In the meantime, Jaime and I decided to construct a makeshift drying table from an old wooden door placed on piles of bricks in her bedroom. Voila! All we needed to do then was layer it with newspapers and leaves. It was like doing a big green jigsaw puzzle, but with no picture. The aim was to cover the newspaper. When the leaves were dry, approximately two weeks later, we placed them into air-tight plastic food containers for storage and later use. Problem solved we would have bay leaves for every meal!
I started planting out my courgettes, egg-plants (aubergines,) cabbage and cauliflower seedlings which I started off in Jaime’s bedroom. The cucumbers, also propagated indoors, and some of my herbs are upgraded to larger pots as they are still too fragile to be planted out. However, some of the more hardy herbs like my Italian parsley and rosemary are big enough to be transplanted into the stony area set aside for herbs near to the back door. This would enable easy access from the kitchen or our al-fresco bread oven when we were cooking.
Also in March we acquired our five, two-week-old chickens, after being assured by the French lady at the vide grenier where we bought them that they would be laying eggs by July. For now, they had to live indoors as they were very small, and the chicken wire enclosure that Nigel had started would not stop them from escaping or protect them from being attacked by foxes.
Four of the five chicks, named after the Spice Girls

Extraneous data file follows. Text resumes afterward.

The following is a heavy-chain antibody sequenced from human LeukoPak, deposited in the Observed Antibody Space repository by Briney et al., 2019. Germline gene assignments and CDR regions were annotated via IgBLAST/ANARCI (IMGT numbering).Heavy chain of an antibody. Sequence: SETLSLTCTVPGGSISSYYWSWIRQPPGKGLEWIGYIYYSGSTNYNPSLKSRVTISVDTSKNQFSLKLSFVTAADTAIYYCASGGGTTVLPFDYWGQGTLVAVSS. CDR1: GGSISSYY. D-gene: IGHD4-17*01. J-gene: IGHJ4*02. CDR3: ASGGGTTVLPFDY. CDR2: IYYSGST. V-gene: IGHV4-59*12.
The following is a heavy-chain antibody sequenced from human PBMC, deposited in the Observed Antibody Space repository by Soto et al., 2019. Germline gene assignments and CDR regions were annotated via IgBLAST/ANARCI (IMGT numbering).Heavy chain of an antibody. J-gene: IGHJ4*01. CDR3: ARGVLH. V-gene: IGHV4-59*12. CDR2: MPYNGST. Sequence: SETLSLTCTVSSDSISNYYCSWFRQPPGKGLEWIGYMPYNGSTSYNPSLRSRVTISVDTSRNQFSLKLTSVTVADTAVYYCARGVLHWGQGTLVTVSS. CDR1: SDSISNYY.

The chickens take up residence in Jaime’s bedroom alongside her rabbit Rosie. I know how this sounds but our house was a building site, and it was the safest place for them. Various defences were erected in the doorways and around trailing wires, etc. Nigel and Jaime made temporary perches for them to sit on both in a large cardboard box enclosure and in the corner of the room for when they were free roaming. It was a bit messy at times and copious amounts of newspapers from friends and neighbours were employed to prevent soiling of our oak floorboards.  Even so we knew that the boards would need to be sanded before varnishing when the renovation work was complete. My worry was the smell whereas Jaime was more concerned about her One Direction posters which the chickens liked to peck at!
For the remainder of the March story and more funny, useful and innovative cooking and gardening stories get your copy of Our Frugal Summer in Charente, it makes an ideal Easter gift!
Paperback only £3.99
Ebook only £1.98
Take a look at a recent review:
5.0 out of 5 stars So, Me!19 Mar. 2015
Verified Purchase(What is this?)
This review is from: Our frugal summer in Charente: An Expat's Kitchen Garden Journal (Sarah Jane's Travel Memoir Series Book 3) (Kindle Edition)
This is a really charming journal type story of a family, in a year, living 'The Good Life'. When I say that, I mean like the 70's TV show not the high life. Much of the time it sounds like a lot of hard work, but incredibly satisfying when things go right.
The book is also stuffed with recipes, gardening advice, storage tips and how to make the most out of everything you find or have grown.
Follow the family on their brave adventure being as self-sufficient as possible. For someone who doesn't like courgettes, I've learnt a crafty trick with what to do with them. Courgette Wine and Marrow Rum! Yes! There really is a good use for everything.
It's also a very personal story of the family itself and how they worked together and the funny incidents they encountered.
A great little read to get you away from this bustling world of traffic and supermarkets.